By Reuben Archer Torrey
One of the greatest difficulties in the Bible to many a student is found in the story contained in Joshua 10:12-14: "Then spake Joshua to the LORD in the day when the LORD delivered up the Amorites before the children of Israel, and he said in the sight of Israel, Sun, stand thou still upon Gibeon; and thou, Moon, in the valley of Ajalon. And the sun stood still, and the moon stayed, until the people had avenged themselves upon their enemies. Is not this written in the book of Jasher? So the sun stood still in the midst of heaven, and hasted not to go down about a whole day. And there was no day like that before it or after it, that the LORD hearkened unto the voice of a man: for the LORD fought for Israel."
Bishop Colenso wrote: "The miracle of Joshua is the most striking incident of Scripture and science being at variance." It is said by destructive critics and infidels that this story cannot possibly be true; that if the sun were to stand still in the way here recorded it would upset the whole course of nature.
Whether that statement is true or not no one can tell. It is simply a supposition. But certainly the God who made the earth and the sun and the whole universe could maintain it even if the sun stood still, or (to speak more accurately) if the earth stood still on its axis and the sun appeared to stand still. But by a careful study of the Hebrew of the passage we find that the sun is not said to have stood still.
The command of Joshua in verse 12 rendered in the Authorized and Revised versions thus: "Stand thou still," literally translated means "Be silent" (see also RV marg.). And the words rendered "stood still" in verse 13 literally translated mean "was silent." Nine times in the Bible is it translated "keep silence"; five times at least, "be still"; in another passage, "held his peace'; in another, "quiet one's self"; in another, "tarry"; in another, "wait"; and in another, "rest." These renderings occur some thirty times, but it is never rendered "stand still" except in this one passage. Indeed, in the very passage in which it is rendered "tarry" (1 Samuel 14:9), the words "stand still" do occur, but as the translation of an entirely different Hebrew word. The word translated "stayed" in verse 13 is sometimes translated "stand still." It means literally "to stand" or "stand up," but it is used of "tarrying" or remaining in any place, state or condition, as, for example, in 2 Kings 15:20; Genesis 45:1. So then, what the sun and moon are said to have done in the passage is to have tarried, tarried from disappearing, not that they stood absolutely still, but that their apparent motion (or their disappearance) was slowed up or delayed.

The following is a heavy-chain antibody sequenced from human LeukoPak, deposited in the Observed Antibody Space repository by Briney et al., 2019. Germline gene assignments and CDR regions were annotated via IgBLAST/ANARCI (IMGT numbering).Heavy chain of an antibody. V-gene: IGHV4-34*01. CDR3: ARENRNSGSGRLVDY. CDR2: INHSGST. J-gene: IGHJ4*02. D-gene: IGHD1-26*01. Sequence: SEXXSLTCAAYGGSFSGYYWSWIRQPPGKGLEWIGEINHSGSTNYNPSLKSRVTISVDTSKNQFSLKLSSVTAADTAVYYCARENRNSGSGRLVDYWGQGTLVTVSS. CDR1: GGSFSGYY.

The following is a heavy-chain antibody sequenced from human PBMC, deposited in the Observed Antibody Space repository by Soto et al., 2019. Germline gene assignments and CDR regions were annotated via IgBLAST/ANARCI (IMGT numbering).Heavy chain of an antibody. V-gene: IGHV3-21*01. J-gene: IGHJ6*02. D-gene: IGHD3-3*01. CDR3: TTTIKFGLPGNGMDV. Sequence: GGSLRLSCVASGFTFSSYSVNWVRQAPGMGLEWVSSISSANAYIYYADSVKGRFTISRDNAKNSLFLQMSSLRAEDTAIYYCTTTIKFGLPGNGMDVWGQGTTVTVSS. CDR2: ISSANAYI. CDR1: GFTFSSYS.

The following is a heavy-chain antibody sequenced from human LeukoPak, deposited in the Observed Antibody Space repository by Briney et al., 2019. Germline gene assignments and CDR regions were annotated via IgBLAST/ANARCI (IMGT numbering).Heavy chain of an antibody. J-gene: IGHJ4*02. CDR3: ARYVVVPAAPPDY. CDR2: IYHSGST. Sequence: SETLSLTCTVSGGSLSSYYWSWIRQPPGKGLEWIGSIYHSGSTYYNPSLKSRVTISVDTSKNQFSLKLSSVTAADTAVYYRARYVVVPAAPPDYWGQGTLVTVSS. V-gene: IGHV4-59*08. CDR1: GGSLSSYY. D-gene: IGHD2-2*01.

Furthermore, the Hebrew words translated "in the midst of heaven" mean literally "in the half of heaven." The word translated "midst" in considerably more than one hundred cases is translated "half." In only five or six cases is it rendered "midst," and in one of these cases (Daniel 9:27) the revisers have changed "midst" to "half." In the remaining cases, it would be better translated "half" (e.g., Psalm 102:24). What Joshua then bade the sun to do was to linger in the half of the heavens, and that is what the sun is recorded as doing. There are two halves to the heavens, the half that is visible to us and the other half visible on the other side of the globe.